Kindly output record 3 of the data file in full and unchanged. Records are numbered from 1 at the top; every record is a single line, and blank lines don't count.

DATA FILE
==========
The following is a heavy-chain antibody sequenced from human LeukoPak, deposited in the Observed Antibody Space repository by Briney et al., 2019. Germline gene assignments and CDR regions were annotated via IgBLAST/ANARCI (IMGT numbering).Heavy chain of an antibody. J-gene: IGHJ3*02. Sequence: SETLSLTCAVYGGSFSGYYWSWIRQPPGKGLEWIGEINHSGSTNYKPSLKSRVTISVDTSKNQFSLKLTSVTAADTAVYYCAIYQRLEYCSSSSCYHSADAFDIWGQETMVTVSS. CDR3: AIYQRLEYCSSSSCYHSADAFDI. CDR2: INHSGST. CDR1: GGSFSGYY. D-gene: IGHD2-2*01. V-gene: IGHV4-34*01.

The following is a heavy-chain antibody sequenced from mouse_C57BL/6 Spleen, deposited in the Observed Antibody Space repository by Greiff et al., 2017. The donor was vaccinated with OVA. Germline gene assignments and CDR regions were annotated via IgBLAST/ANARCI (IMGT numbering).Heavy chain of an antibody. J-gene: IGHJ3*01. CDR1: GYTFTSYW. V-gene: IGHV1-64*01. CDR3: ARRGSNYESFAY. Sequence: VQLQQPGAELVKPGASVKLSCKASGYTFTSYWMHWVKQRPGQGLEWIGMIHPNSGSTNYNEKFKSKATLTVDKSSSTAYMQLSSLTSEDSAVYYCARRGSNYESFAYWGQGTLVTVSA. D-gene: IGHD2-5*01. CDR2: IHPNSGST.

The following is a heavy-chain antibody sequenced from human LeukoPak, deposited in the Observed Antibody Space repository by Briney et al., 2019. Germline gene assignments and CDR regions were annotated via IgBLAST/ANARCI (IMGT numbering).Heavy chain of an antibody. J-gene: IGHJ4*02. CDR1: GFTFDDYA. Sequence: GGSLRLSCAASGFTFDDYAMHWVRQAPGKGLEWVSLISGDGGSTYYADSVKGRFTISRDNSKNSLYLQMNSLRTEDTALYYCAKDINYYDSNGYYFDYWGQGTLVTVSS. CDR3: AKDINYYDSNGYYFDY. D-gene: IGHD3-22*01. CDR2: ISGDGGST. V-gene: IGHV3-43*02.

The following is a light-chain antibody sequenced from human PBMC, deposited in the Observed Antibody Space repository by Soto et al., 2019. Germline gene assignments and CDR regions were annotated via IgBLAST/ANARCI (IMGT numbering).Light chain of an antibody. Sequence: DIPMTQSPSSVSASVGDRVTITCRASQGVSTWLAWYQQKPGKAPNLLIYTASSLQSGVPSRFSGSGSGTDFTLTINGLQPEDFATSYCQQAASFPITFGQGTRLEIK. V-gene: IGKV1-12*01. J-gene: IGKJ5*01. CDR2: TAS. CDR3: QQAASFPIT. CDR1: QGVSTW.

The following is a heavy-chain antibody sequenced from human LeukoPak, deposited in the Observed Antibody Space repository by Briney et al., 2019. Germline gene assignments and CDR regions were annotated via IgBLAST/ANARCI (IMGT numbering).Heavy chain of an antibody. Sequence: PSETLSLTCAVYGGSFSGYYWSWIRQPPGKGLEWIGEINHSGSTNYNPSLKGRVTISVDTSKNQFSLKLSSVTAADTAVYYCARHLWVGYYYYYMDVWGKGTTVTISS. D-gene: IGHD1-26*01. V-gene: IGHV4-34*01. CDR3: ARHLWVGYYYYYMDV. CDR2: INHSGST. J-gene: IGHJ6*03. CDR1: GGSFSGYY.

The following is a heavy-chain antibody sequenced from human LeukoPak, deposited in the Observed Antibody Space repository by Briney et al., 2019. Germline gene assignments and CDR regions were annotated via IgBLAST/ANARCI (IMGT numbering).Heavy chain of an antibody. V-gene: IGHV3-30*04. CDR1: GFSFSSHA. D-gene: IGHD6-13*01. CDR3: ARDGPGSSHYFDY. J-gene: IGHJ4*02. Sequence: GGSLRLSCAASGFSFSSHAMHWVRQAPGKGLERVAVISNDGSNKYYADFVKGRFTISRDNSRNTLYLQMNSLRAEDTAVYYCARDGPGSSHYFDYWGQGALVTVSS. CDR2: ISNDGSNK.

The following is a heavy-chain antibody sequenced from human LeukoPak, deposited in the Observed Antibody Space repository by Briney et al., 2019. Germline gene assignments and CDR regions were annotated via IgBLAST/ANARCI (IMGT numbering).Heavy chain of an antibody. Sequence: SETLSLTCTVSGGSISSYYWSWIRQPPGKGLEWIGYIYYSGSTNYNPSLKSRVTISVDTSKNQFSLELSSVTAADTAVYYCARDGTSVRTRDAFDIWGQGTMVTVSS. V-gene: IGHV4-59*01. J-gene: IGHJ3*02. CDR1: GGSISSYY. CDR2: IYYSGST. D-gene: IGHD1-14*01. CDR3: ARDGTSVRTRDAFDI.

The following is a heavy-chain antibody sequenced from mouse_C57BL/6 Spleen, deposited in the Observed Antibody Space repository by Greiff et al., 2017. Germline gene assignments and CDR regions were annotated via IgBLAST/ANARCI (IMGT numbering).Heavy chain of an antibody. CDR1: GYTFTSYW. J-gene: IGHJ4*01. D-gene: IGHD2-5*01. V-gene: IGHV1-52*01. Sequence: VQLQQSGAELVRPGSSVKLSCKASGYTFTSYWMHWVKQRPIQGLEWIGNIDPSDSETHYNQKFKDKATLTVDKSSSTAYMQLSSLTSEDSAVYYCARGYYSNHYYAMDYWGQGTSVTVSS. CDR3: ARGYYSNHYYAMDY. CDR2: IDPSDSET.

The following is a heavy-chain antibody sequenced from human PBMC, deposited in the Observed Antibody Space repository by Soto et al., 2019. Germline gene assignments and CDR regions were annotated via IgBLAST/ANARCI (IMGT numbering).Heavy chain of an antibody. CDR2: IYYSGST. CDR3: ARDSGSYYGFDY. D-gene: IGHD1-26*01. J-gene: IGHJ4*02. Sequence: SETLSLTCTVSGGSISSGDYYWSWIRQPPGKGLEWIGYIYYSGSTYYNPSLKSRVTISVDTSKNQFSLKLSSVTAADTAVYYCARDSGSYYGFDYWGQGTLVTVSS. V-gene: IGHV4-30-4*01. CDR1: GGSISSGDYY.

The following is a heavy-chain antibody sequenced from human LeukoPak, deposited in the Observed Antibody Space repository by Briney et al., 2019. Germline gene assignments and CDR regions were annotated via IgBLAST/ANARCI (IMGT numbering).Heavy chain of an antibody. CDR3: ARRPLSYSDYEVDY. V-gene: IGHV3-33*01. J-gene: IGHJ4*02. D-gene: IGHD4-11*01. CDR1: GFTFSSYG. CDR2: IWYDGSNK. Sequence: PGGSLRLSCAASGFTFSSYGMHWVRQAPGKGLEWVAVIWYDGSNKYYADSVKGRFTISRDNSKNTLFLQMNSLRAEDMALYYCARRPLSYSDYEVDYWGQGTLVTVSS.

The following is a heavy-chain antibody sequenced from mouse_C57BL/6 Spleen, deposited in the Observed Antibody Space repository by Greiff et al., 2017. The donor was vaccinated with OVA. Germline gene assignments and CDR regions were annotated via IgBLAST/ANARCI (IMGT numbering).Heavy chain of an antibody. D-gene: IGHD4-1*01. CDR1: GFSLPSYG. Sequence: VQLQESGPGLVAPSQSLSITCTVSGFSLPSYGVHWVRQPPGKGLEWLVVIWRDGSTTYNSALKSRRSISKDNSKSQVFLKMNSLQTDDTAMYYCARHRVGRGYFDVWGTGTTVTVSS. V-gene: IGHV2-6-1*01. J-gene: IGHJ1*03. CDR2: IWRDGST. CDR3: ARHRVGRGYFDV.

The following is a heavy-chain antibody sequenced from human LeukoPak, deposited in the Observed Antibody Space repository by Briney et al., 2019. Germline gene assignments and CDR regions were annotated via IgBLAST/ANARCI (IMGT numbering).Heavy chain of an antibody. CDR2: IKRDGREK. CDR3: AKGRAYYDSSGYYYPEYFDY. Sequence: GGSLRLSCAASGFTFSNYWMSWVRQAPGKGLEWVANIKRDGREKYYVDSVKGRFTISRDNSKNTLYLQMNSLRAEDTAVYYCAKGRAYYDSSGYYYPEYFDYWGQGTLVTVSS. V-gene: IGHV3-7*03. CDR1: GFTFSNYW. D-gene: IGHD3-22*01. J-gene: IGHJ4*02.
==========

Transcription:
The following is a heavy-chain antibody sequenced from human LeukoPak, deposited in the Observed Antibody Space repository by Briney et al., 2019. Germline gene assignments and CDR regions were annotated via IgBLAST/ANARCI (IMGT numbering).Heavy chain of an antibody. J-gene: IGHJ4*02. CDR1: GFTFDDYA. Sequence: GGSLRLSCAASGFTFDDYAMHWVRQAPGKGLEWVSLISGDGGSTYYADSVKGRFTISRDNSKNSLYLQMNSLRTEDTALYYCAKDINYYDSNGYYFDYWGQGTLVTVSS. CDR3: AKDINYYDSNGYYFDY. D-gene: IGHD3-22*01. CDR2: ISGDGGST. V-gene: IGHV3-43*02.